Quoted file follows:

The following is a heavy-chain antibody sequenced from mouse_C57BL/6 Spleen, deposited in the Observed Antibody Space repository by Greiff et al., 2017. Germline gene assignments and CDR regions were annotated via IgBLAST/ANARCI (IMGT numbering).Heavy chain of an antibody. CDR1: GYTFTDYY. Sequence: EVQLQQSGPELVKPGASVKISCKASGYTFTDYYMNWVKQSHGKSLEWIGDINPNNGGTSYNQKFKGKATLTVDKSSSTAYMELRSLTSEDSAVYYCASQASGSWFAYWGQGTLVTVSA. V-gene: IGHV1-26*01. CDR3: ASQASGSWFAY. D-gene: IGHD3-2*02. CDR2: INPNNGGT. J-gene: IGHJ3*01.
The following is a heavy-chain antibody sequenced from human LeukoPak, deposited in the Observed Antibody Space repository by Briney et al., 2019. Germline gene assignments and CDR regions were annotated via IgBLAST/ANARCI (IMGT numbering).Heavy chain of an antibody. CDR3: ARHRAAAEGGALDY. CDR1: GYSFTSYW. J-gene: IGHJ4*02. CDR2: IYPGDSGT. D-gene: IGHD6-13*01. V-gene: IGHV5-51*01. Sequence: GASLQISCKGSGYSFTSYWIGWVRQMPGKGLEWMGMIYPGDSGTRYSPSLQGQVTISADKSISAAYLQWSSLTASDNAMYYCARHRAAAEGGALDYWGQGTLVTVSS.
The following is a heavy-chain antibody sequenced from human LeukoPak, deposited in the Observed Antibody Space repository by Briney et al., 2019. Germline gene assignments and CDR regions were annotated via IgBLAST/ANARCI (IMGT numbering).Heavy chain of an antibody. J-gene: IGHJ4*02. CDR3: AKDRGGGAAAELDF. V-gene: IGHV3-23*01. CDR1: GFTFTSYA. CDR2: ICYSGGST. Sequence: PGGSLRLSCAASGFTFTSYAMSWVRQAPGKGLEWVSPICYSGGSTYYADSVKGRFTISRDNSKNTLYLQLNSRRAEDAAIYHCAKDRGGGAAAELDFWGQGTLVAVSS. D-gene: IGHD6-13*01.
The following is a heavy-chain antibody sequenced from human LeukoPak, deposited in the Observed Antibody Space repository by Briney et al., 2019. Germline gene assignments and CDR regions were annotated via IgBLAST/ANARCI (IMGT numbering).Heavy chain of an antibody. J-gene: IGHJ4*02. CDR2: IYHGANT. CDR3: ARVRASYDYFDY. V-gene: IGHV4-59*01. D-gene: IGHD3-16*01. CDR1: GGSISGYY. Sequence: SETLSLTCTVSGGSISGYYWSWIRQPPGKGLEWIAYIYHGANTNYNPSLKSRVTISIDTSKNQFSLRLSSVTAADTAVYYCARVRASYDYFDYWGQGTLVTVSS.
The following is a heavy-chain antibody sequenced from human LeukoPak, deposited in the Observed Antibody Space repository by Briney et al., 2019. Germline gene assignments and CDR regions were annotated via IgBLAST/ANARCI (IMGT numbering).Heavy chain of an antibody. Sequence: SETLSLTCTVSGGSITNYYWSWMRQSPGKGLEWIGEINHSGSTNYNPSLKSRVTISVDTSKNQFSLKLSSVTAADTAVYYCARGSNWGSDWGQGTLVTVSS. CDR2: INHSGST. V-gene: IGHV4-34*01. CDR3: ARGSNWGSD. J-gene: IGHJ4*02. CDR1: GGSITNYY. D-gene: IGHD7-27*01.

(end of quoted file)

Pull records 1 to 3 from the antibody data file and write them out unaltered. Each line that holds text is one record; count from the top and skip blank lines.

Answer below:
The following is a heavy-chain antibody sequenced from mouse_C57BL/6 Spleen, deposited in the Observed Antibody Space repository by Greiff et al., 2017. Germline gene assignments and CDR regions were annotated via IgBLAST/ANARCI (IMGT numbering).Heavy chain of an antibody. CDR1: GYTFTDYY. Sequence: EVQLQQSGPELVKPGASVKISCKASGYTFTDYYMNWVKQSHGKSLEWIGDINPNNGGTSYNQKFKGKATLTVDKSSSTAYMELRSLTSEDSAVYYCASQASGSWFAYWGQGTLVTVSA. V-gene: IGHV1-26*01. CDR3: ASQASGSWFAY. D-gene: IGHD3-2*02. CDR2: INPNNGGT. J-gene: IGHJ3*01.
The following is a heavy-chain antibody sequenced from human LeukoPak, deposited in the Observed Antibody Space repository by Briney et al., 2019. Germline gene assignments and CDR regions were annotated via IgBLAST/ANARCI (IMGT numbering).Heavy chain of an antibody. CDR3: ARHRAAAEGGALDY. CDR1: GYSFTSYW. J-gene: IGHJ4*02. CDR2: IYPGDSGT. D-gene: IGHD6-13*01. V-gene: IGHV5-51*01. Sequence: GASLQISCKGSGYSFTSYWIGWVRQMPGKGLEWMGMIYPGDSGTRYSPSLQGQVTISADKSISAAYLQWSSLTASDNAMYYCARHRAAAEGGALDYWGQGTLVTVSS.
The following is a heavy-chain antibody sequenced from human LeukoPak, deposited in the Observed Antibody Space repository by Briney et al., 2019. Germline gene assignments and CDR regions were annotated via IgBLAST/ANARCI (IMGT numbering).Heavy chain of an antibody. J-gene: IGHJ4*02. CDR3: AKDRGGGAAAELDF. V-gene: IGHV3-23*01. CDR1: GFTFTSYA. CDR2: ICYSGGST. Sequence: PGGSLRLSCAASGFTFTSYAMSWVRQAPGKGLEWVSPICYSGGSTYYADSVKGRFTISRDNSKNTLYLQLNSRRAEDAAIYHCAKDRGGGAAAELDFWGQGTLVAVSS. D-gene: IGHD6-13*01.